India is known for its diversity, its colours its rich traditions. When you think of India you associate it with energy, vibrancy and above all festivals. A country where so many traditions co-exist, every day is a celebration. This story today is about Pongal and Makar Sankranti - The Kite Flying festival.
A harvest festival, Makar Sankranti marks the transition of the Sun into the zodiacal sign of Makar (cancer). It also marks the end of the winter solstice, which symbolizes the end of the long winter nights and the celebration at the coming of the long sunny days. It also signifies the happiness of the farmers at getting new crops. But now days the biggest attraction of Makar Sankranti is kite flying. Kids and adults alike from the entire neighbourhood bond together to fly kites. A festival that helps the community come together, enjoy and celebrate.
Pongal comes with a tradition of thanksgiving and future prosperity. Tamil Nadu’s most significant commemoration to the harvest Gods, Pongal is celebrated in mid January across the state. As the harvest season draws to close, the farming community reflects on how the season has graced them. The four-day festival reminds people to thank the Gods for bestowing fertility on the fields and to pray for their continued patronage for the coming year.
The prelude to the festivity starts with the Bhogi day, when prayers are offered to Lord Indra. The second day accelerates the religious momentum with prayers offered to Lord Surya, the Sun God, as Pongal (rice and daal cooked together) is prepared in homes. Only after it is offered as prasadam to the God, is it served to the rest as lunch. Mattu Pongal or the third day of the festival is a more vibrant affair when the farm animals are at the well-deserved recipients of veneration. Cows, bulls, tractors, farm implements and machinery are decorated and worshipped on this day. The fourth and last day of the festivities is reserved for kanya pongal – this is the day that birds are prayed to. People leave balls of cooked rice on terraces as a special treat for avian friends.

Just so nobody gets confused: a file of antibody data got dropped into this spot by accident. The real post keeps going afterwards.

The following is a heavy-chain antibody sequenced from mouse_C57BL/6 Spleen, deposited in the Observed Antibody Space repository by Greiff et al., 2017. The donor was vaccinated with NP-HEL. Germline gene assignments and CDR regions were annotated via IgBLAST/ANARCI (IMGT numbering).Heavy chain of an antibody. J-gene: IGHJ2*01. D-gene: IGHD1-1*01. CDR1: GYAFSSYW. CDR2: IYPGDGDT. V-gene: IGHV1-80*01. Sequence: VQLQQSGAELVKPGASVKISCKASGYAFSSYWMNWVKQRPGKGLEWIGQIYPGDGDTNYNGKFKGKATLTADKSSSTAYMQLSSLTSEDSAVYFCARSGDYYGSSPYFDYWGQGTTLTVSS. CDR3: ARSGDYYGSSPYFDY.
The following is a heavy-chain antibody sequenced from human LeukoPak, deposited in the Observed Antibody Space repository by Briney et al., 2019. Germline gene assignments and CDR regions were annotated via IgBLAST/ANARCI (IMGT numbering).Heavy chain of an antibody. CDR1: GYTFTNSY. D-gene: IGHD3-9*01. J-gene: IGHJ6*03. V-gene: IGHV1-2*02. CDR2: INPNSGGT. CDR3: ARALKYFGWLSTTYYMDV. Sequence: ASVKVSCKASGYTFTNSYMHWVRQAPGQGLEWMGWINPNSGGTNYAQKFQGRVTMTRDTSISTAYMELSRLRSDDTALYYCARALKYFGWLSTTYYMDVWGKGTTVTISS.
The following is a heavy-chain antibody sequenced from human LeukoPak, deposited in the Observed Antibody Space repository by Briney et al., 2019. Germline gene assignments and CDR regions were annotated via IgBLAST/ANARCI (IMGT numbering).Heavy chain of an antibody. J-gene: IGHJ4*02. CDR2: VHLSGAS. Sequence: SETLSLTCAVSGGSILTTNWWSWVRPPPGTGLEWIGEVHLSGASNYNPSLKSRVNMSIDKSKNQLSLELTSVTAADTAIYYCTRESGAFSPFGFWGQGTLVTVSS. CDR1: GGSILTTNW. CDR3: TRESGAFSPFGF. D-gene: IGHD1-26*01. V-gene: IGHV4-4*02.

The festival extends into numerous events, of which Jallikattu is the most famous. It entails bull taming and bull racing in a traditional style. Legends tell of this man-animal conflict as the traditonal way that young women chose the most valiant as grooms. And this is one spectacle that the musafir just shouldn’t miss. A special breed of bulls is bred for this day and the honour of men is pegged onto taming the beasts in front of hundreds. Regional touches have been woven into the sport and three kinds of Jallikattu can be seen across the state: Vaṭi Manju Viraṭṭu’ in the western districts, the Veli Viraṭṭu version is more popular in Madurai the surrounding areas and Vaṭam Manjuviraṭṭu in practised the rest of the areas.
Pongal is when the entire state of Tamil Nadu is tinged with an air of festivity; bright white kollams (floor designs in chalk) adorn front porches, new clothes are bought, sweets distributed and the atmosphere of celebration makes you want to go ghoomne.